Oh. Shit.

I did my best to bring across the points I felt should be addressed: give us personalities, make us sexy, don’t create inspiration porn, we don’t need to be cured in your stories, and don’t write us to be pathetic and sad.

When I felt more and more questions were being directed at me, by a pretty rockin’ audience I might add, I felt really on the spot but I reached into the knowledge I did have and answered as best as I could. Without prep. Without another panelist in the know to correct me or add to my perspective.

Because I don’t have all the disabilities. There is a wide diversity of them, and I would have loved to have seen that representation. You just cannot have a panel about a marginalised group of people that should be own-voices, and fill it up with non-disabled people. Even if others with disabilities had to cancel, it’s better to cancel the entire panel, in my opinion, than have one person try to carry it. Or at least ask the one person left if they mind being a soloist. What if I had been ill? The entire panel would have had no representation of people with disabilities.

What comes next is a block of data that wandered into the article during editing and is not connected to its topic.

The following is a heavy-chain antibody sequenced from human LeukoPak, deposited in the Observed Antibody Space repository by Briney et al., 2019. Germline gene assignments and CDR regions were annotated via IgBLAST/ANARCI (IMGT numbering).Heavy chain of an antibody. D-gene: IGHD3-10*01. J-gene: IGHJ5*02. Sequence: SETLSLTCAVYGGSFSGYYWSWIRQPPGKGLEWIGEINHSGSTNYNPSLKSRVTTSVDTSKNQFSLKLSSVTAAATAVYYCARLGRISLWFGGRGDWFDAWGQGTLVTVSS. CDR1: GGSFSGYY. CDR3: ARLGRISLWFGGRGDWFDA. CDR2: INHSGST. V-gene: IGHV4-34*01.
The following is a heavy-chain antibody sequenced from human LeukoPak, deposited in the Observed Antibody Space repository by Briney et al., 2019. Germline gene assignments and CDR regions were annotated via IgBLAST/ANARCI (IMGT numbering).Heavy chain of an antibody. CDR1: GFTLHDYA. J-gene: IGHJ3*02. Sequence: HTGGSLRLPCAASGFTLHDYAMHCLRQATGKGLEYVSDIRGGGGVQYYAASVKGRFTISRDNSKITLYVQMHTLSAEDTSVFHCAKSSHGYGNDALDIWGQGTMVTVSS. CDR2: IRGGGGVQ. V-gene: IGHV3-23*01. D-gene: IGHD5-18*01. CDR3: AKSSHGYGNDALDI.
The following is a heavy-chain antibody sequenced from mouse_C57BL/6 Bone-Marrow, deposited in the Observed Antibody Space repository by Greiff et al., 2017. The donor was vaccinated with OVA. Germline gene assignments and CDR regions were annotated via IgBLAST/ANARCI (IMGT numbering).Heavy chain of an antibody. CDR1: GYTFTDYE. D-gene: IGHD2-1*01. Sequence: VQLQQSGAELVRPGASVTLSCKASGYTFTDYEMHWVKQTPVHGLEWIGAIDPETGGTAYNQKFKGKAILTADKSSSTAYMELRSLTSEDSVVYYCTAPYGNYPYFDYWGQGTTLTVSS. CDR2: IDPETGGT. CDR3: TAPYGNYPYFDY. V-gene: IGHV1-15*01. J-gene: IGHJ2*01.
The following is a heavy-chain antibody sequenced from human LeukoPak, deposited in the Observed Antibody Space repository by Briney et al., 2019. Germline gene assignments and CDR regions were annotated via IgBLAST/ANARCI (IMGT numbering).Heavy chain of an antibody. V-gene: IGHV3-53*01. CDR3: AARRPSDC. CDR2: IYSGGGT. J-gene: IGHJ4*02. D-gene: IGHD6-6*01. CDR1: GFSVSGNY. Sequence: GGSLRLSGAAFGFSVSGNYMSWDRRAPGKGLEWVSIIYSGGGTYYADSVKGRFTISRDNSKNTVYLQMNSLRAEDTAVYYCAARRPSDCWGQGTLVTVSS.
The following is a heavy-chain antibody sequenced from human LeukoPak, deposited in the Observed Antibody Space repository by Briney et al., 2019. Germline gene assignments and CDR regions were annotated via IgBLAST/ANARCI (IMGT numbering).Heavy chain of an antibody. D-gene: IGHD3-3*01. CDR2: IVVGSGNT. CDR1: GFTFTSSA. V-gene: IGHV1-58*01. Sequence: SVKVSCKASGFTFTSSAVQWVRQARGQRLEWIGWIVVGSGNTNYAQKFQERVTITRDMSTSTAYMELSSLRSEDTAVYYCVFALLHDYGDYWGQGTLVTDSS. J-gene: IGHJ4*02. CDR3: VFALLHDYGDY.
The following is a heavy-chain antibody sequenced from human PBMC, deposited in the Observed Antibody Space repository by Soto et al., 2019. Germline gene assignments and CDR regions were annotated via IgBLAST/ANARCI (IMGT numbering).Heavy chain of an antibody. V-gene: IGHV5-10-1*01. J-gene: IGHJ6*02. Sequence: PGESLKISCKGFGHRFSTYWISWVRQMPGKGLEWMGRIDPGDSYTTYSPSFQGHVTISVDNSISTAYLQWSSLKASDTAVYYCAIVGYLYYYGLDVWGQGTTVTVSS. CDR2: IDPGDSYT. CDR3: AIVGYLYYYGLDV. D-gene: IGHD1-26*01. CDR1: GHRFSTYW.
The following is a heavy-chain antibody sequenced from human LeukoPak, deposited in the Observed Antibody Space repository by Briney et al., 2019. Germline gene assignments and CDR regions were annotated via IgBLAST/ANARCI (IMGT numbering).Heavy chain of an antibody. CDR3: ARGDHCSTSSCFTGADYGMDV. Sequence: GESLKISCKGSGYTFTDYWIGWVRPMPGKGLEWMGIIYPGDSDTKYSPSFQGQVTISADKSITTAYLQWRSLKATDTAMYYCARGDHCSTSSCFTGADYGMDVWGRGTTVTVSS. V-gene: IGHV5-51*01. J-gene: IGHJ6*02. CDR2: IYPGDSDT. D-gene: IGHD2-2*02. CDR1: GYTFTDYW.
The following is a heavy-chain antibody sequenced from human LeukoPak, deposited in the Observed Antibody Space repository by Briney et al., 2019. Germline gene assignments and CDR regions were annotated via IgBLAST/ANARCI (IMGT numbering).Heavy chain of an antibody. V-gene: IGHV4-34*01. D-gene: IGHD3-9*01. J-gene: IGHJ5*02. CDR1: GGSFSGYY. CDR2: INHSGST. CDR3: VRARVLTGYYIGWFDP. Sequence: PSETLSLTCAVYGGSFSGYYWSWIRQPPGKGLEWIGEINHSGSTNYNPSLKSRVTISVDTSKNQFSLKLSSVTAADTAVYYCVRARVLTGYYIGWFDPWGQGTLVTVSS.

It’s akin to an LGBTQIA panel comprising only of cisgender, heterosexual people.

Now, I must say I have no issue with writers who aren’t disabled including disabled characters in their stories. Go for it! Get your sensitivity readers and make sure you don’t tread into own-voices territory. But just like how I include queer characters in my stories and have them thoroughly vetted by sensitivity editors, I stay away from certain stories I couldn’t possibly write because I wouldn’t have that personal, experienced perspective.

It’s not that I don’t appreciate non-disabled authors who do their research and want to offer their experience on a panel such as this, but I feel the vast majority of the panelists should be own-voices. Ideally, all the panelists would be own-voices, but we’d encourage you all to include disabled characters and then give you advice on how to do it best.